I am writing this book to give some insight on what happened to us before, during and after our move from Austin, Texas to Munich, Germany, as well as some hints, tips and ideas on how to improve on your very own journey based on our – how should I say this – fun learning curve! Plus, I am pregnant with story. You’ll encounter a lot of helpful links from schools, to current university fees, and where to register your car as well as information about the German culture and customs along with some personal stories. I won't spare you the tortures of buying a car, finding a house, much less opening a bank account either. My hope is to give you enough information to be well prepared before you take on this journey.
This is definitely not a “how to” book but more of a “how we did it and are still doing it” book. If anything, I hope that you’ll be at least a little entertained. Maybe you’ll be as surprised as we were about the cultural differences that we encountered. Coming "home" as a grown up, after living in Texas for over 20 years, was eye opening, new and exciting for me, as a native German.
For all those we had to leave behind: ”You’re always welcome at the Markley’s!” Maybe this book will spark your interest enough to come and visit Germany or even dare to move here too.
Germany! It’s NOT the USA! If you do come and visit, try and keep an open mind. Bring your walking shoes because you’ll do a lot of walking. There’ll be no ice in your drinks! If you ask for tea, it’ll be hot tea! Food portions are “normal” size not super sized. After every meal you walk off your meal to make room for the next meal. Patriotism is great but unnecessary. Germans in general are in awe with the US, so no need to try and shine a spotlight on the differences. Most public toilets are very clean because there’ll be someone there to clean up after you for a mere 0,20-0,70 Euros. Germans love fresh air! There are no vents in regular restrooms and if there’s no open window and a breeze, it stinks! So bring your gas mask! Haha, just kidding.
Speaking of stink. I couldn’t imagine separating the trash in Texas the way we do it here, because it really does stink! Especially in the summer. I don’t think a gas mask would help you when you try to throw away your organic trash where your trash can used to be, which has now become a living entity, moving with maggots all on its own (note to self: throw left over meat in the regular trash!). Did I mention that there are NO garbage disposals! I really do miss those. In general everything’s a little rougher, rawer, not so beautified! The country is BEAUTIFUL! Don’t misunderstand me. It’s the people who are tough and very honest. If you don’t want an honest answer, think before you ask! Most Germans are very well educated, knowing a lot about their own country as well as the rest of the world, geographically, politically, economically, etc. They’re very interested in what goes on around the world and are eager to discuss it with you at any time over a good glass of wine or a nice liter of beer.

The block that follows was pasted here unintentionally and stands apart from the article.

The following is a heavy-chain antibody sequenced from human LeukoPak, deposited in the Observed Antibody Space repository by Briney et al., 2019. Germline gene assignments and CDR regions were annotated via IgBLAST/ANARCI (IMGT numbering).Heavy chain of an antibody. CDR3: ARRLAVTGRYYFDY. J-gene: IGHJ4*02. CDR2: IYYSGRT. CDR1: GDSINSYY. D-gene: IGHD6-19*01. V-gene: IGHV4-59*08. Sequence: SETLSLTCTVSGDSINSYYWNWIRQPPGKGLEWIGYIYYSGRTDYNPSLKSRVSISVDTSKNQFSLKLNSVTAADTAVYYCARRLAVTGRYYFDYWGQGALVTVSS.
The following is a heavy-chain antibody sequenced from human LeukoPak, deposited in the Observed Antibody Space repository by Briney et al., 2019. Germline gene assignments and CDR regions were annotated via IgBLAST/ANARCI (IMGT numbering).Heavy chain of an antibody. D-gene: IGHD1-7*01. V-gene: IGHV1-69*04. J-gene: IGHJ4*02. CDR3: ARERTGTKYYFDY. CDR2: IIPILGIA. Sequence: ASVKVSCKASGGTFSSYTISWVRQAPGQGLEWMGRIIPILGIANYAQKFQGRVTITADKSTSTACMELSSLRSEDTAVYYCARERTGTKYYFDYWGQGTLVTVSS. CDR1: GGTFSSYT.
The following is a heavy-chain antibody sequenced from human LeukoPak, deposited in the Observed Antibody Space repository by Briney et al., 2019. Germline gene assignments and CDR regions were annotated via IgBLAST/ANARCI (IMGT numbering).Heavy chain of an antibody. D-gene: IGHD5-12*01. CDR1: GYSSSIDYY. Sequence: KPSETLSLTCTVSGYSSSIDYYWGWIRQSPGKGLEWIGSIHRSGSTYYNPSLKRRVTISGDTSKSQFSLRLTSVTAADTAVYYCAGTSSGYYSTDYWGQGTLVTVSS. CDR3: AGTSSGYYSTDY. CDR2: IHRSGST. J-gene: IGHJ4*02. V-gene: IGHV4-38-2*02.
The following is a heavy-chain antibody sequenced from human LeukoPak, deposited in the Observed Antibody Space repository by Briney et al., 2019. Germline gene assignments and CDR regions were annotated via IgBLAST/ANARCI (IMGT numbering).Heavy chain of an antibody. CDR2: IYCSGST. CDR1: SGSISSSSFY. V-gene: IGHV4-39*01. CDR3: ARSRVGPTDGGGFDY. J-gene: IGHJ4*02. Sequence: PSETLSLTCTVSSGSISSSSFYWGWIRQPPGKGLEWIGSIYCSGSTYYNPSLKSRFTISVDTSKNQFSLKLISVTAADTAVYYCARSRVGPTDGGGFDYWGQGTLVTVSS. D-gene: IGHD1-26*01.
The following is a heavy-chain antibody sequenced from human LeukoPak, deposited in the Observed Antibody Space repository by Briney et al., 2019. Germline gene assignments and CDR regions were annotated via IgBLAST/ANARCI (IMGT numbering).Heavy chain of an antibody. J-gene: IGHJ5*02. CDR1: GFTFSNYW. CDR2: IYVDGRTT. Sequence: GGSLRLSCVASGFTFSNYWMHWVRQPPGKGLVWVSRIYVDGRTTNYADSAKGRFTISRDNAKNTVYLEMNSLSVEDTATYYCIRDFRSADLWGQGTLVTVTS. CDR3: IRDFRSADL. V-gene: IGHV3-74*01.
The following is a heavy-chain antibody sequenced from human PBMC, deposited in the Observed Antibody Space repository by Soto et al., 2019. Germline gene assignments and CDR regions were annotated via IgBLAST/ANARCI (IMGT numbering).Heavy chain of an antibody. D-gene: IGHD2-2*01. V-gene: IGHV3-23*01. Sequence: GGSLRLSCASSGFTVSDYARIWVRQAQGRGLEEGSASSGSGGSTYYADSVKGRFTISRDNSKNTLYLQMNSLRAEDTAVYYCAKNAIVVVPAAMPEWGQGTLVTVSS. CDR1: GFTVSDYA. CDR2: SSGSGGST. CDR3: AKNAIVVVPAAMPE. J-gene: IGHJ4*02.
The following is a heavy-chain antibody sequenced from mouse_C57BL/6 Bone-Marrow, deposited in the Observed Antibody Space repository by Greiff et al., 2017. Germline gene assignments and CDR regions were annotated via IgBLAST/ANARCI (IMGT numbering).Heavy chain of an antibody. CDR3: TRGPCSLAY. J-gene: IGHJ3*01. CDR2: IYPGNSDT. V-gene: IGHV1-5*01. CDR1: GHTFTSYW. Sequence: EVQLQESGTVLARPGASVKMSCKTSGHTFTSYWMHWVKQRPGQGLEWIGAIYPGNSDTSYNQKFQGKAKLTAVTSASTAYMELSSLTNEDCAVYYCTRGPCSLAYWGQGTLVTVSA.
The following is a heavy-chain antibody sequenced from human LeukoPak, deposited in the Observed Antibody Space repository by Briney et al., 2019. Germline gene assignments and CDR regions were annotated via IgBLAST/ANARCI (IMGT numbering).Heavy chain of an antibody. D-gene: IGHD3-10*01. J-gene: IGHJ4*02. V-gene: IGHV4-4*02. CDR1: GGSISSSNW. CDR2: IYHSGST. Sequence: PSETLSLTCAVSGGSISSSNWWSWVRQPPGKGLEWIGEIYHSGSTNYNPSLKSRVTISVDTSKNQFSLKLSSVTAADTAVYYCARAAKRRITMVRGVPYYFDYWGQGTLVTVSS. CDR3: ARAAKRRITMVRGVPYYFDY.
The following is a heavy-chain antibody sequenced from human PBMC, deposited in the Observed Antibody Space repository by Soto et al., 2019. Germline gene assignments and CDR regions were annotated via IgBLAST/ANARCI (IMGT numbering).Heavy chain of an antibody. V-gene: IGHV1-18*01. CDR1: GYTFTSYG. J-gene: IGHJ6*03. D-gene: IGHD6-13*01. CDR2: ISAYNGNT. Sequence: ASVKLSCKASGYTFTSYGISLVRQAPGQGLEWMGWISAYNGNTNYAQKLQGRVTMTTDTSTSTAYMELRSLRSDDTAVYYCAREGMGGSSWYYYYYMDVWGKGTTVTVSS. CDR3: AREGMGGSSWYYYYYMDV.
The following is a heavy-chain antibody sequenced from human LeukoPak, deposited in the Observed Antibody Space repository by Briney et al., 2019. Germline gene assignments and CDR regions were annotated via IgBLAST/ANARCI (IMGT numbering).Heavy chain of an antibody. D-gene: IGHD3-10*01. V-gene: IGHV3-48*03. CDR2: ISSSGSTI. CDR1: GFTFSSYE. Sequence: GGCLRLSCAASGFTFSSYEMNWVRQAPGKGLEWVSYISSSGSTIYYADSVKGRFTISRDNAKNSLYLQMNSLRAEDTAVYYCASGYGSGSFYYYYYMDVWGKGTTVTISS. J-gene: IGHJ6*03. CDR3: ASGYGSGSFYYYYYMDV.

Since this book will be available online, some names may have been changed to preserve the privacy of certain individuals.
Also, please excuse any mistakes you might encounter. As the Germans would say: “This book grew entirely on top of my own pile of manure,” — from writing to editing. Each chapter is divided into sections and sometimes I've added “story time” to let you know, a personal story is coming up. So if you're only interested in facts, you might want to skip this part. If you're seriously thinking about moving to Germany and need someone to hold your hand with all that German paper work, (they do have computers here, really, but they love, love, love their papers!) want a native speaker to show you around, help your family settle in or help you out in any way, you can req